MS patient to take part in pioneering experiment

Posted: January 20, 2014 at 8:43 pm

Eleven years ago, Megan Quinn had just gotten married and was the picture of health.

"I used to run five miles a day. All of a sudden on my third mile, I started dragging my foot and I didn't understand. I thought, I'm just getting old and I'm getting tired. I was 27 years old," she said. "Nothing ever clicked to me that something was wrong."

The diagnosis was multiple sclerosis.

Multiple sclerosis, or MS, is an autoimmune disease where the body attacks itself and damages myelin, the protective covering surrounding nerve cells. With that insulation compromised, the nerves deteriorate and can cause a wide range of symptoms including vision problems, fatigue and weakness. The disease affects as many as 350,000 Americans.

"For the past year I've had a really bad time with this disease, just with my hip not working. One night I woke up and I couldn't feel either of my legs," Quinn said.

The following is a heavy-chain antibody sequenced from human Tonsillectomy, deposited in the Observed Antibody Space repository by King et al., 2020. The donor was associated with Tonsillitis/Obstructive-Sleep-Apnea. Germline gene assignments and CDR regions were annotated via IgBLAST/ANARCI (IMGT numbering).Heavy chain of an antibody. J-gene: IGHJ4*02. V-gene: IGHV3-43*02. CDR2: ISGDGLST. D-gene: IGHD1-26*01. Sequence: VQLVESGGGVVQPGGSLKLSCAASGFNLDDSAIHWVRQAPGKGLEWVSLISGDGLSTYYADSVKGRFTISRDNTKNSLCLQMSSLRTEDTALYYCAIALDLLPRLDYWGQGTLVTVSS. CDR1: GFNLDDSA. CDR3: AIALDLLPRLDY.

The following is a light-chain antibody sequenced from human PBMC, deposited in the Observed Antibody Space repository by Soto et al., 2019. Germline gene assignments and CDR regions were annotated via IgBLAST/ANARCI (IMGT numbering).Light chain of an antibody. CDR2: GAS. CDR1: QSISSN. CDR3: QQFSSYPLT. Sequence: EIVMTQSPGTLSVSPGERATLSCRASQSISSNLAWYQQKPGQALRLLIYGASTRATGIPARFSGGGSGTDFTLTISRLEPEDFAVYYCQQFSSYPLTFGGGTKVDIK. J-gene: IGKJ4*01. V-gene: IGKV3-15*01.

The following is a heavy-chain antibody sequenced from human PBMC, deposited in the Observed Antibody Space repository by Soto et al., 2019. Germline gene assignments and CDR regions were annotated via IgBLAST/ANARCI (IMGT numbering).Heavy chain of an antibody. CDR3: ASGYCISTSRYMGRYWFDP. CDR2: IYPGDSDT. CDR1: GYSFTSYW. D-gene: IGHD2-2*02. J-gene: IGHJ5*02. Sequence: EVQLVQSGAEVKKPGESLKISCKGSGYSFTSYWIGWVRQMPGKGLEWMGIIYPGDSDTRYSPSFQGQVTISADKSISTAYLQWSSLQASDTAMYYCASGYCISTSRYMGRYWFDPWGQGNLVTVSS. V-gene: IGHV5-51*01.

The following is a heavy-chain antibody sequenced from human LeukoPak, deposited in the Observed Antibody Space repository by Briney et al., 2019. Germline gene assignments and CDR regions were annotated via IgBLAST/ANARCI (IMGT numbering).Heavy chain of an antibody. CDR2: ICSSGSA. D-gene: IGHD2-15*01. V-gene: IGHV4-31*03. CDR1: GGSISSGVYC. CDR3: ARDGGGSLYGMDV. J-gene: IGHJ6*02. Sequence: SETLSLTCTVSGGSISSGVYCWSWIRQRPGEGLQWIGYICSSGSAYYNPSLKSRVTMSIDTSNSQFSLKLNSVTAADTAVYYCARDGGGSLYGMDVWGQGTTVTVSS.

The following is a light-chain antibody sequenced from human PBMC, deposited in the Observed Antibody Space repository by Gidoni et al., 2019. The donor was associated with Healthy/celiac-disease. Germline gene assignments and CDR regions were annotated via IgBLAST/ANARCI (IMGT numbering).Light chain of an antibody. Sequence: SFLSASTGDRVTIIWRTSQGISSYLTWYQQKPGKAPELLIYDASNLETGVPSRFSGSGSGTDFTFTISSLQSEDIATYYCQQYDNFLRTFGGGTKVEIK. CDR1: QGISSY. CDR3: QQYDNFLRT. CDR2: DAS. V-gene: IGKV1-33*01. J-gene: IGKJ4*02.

"Right now, my biggest problem is my hamstring. I cannot get my hamstring to cooperate when I have to walk, so that's my battle right now," she said.

Current treatments only try to stop progression of the disease. Quinn is about to test a new approach: using stem cells designed to actually make MS patients better.

Stem cells can be morphed into any cell in the body. Patients like Quinn have bone marrow removed and the stem cells inside are then changed in the kind of stem cells found in the brain and spinal cord.

Those cells will then be injected directly into the spinal cord. The hope is that they will repair the insulation and perhaps even the wires underneath.

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MS patient to take part in pioneering experiment

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